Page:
each objective has it`s own php page, but i dont have "function search locationsnear " like u say. i only have a query , the one i wrote in the question which tells the database to retrieve only the hotels that are located in 10 kilometers range. be more specific please –  Brande George Dec 4 '11 at 21:17
Just replace the lat/LNG (45.5 and 25.3) in your query on each page with the objective coordinates –  Robot Woods Dec 4 '11 at 23:44
Here is a sample page to get you started –  Robot Woods Dec 5 '11 at 16:44
Your example is super cool ! Thank you ! I was able to show on the map the hotels, but, because there is always a but, if i uncomment that var line, it only shows that point, it doesnt show the results of the search. Odd.. –  Brande George Dec 6 '11 at 13:56
It's because that line overwrites the search results, it needs to be either/or, glad it helped –  Robot Woods Dec 6 '11 at 14:12

If you are going to do distance/geolocation based search use MySQL's geo-spatial stuff. It is far more efficient then straight haversine formula.

These are just some snippets but they should help put you on the path to awesomeness:

First off you table will need a geospatial column to hold your lat/lon, mine is called coordinate and is on type point:

`coordinate` point NOT NULL,

next you will need to add a geospatial index:

SPATIAL KEY `coordinate` (`coordinate`)

(Both of these are part of my table create sql syntax).

This bit will help insert your lat/lon data into the coordinate column:

$data['coordinate'] = ("GeomFromText( 'POINT({$data['longitude']} {$data['latitude']})')");

This little bit will would replace your distance calc (as part of a larger SQL query):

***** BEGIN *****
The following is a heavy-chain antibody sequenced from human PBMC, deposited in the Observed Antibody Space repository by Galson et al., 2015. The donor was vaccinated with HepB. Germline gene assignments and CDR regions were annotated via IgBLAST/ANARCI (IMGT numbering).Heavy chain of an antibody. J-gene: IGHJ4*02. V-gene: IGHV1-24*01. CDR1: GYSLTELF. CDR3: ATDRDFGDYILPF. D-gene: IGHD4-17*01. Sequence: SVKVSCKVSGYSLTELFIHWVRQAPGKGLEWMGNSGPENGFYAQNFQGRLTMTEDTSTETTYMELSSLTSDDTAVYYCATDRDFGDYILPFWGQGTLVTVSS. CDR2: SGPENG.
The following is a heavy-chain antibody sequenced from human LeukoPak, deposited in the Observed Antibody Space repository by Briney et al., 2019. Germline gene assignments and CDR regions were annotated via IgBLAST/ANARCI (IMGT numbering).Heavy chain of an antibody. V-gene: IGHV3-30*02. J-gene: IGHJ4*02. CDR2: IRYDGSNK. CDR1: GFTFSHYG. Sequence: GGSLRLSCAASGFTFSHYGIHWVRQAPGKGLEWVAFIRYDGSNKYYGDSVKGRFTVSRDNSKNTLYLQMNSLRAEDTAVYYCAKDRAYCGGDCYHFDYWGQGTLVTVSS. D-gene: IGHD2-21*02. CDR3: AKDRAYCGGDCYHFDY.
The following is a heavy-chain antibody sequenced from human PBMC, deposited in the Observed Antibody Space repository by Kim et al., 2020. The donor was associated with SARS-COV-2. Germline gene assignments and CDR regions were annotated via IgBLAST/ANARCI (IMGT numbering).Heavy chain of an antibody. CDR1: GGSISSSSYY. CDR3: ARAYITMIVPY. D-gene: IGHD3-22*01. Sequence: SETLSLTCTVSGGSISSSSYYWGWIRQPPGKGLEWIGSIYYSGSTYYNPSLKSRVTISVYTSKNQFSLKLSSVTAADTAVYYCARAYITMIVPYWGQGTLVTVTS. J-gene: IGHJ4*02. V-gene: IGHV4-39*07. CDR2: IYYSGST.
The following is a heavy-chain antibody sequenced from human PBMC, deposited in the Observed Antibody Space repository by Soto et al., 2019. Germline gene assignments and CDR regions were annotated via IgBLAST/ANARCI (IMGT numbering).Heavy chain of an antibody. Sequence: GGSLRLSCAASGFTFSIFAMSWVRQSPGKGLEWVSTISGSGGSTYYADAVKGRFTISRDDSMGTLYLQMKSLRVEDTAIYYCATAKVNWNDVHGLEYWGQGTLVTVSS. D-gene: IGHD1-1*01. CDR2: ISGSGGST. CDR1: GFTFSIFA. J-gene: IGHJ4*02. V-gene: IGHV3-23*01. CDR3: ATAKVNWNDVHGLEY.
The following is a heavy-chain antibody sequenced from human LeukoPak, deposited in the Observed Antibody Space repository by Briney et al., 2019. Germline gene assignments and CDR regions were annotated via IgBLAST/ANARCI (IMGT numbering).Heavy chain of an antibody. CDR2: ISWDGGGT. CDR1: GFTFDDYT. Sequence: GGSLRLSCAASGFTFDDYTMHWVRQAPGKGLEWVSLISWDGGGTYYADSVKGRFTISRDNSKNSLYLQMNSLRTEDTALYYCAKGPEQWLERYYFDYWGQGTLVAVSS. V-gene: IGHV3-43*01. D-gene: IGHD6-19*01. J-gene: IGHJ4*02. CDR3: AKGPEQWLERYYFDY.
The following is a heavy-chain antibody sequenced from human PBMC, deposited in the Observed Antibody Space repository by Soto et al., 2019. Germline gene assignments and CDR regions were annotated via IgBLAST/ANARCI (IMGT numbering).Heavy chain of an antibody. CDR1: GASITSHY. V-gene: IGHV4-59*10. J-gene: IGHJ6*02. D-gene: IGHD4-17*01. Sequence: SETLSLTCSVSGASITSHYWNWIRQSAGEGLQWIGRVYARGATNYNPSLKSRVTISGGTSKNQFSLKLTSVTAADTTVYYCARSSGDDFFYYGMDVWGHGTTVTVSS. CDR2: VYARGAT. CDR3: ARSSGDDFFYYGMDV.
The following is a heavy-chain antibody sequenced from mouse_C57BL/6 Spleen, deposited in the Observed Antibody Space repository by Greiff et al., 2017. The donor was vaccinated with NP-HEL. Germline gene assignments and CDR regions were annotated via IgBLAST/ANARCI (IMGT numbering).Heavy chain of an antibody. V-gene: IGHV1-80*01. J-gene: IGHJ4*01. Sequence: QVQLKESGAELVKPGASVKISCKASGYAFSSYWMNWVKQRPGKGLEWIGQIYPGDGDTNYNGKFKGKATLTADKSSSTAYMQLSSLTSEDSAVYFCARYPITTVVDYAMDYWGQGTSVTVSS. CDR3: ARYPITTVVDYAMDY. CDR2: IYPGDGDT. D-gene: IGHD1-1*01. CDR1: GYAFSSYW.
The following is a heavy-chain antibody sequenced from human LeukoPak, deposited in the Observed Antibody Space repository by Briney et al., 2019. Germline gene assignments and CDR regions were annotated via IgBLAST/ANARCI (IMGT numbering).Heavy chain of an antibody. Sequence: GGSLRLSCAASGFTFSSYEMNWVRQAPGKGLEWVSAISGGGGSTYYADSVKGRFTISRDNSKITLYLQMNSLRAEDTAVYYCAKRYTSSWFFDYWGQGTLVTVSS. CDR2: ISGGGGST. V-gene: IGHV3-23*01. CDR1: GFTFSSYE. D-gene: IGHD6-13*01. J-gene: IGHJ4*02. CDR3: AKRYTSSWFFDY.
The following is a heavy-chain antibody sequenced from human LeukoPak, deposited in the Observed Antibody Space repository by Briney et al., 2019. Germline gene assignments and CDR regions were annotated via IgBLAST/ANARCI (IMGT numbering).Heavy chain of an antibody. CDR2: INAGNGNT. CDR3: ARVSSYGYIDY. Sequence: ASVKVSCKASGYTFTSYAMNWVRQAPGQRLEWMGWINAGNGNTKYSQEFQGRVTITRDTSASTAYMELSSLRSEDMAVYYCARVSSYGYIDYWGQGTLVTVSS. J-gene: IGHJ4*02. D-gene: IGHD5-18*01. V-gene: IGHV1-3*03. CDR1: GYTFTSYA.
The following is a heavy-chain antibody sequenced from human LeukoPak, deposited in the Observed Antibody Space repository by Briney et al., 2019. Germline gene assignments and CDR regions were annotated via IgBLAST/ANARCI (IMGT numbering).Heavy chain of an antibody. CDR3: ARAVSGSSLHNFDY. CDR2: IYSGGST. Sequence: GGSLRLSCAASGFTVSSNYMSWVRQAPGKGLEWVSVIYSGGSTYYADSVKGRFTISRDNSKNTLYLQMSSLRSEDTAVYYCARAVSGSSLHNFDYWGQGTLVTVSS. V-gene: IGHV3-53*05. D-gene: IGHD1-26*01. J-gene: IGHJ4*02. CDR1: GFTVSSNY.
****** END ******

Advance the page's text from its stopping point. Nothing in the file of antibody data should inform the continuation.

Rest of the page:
$sql = str_replace(
            array($latitude, $longitude),
            '(GLength( LineString( coordinate ,Point(%LONGITUDE%, %LATITUDE%)))) AS distance'

The above query s good for euclidean geometry (i.e. the world is flat), but the world isn't so you should use the below to help narrow down your results list. For real accuracy and correct ordering use the haversine or better formula on the results that are brought back from these 2 SQL queries.

This bit will act as a bounding rectangle/box (anythng not inside the box will not be returned - use it to replace HAVING distance <= '10', you'll find the query faster - especially with lots of data). My calculations for max/min lat/lon are just examples, you can do better :-) :

        $minLat = $latitude - 0.5;
        $maxLat = $latitude + 0.5;
        $minLon = $longitude - 0.5;
        $maxLon = $longitude + 0.5;

        $sql = str_replace(
            array('%MINLAT%', '%MAXLAT%','%MINLON%', '%MAXLON%'), 
            array($minLat, $maxLat, $minLon, $maxLon),
share|improve this answer
i found the haversin formula to be a much easier way , considering the fact that i`m new to all of this . i will not have many hotels at the start, logically, so for the moment i think i will remain to the haversin formula .I was interested in the visual display of the hotels on a google map,how can i do that. i suspect it can be done with the store locator but i need some hints –  Brande George Dec 4 '11 at 21:20
Alot depends on hardware but I found plain haversine was ok for a few thousand rows, but above that performance does fall. If you think you are going to get anywhere near 50,000+ then definitely look at GeoSpatial. (Don't worry, you can implement it later without too much pain) I've never really tried displaying stuff on google maps so i'll have to let someone else help you on that –  James Butler Dec 4 '11 at 21:43
i wish i would have 50 000 hotels in my database :) for the start i will be pleased with a few houndreds :) –  Brande George Dec 5 '11 at 13:13
Then you avoid using geospatial queries to start with unless you have the time to implement them. Once you find your queries are too slow then you can refactor your code –  James Butler Dec 5 '11 at 18:13
(also if you have found this question to be useful an upvote would be nice :-) –  James Butler Dec 5 '11 at 18:14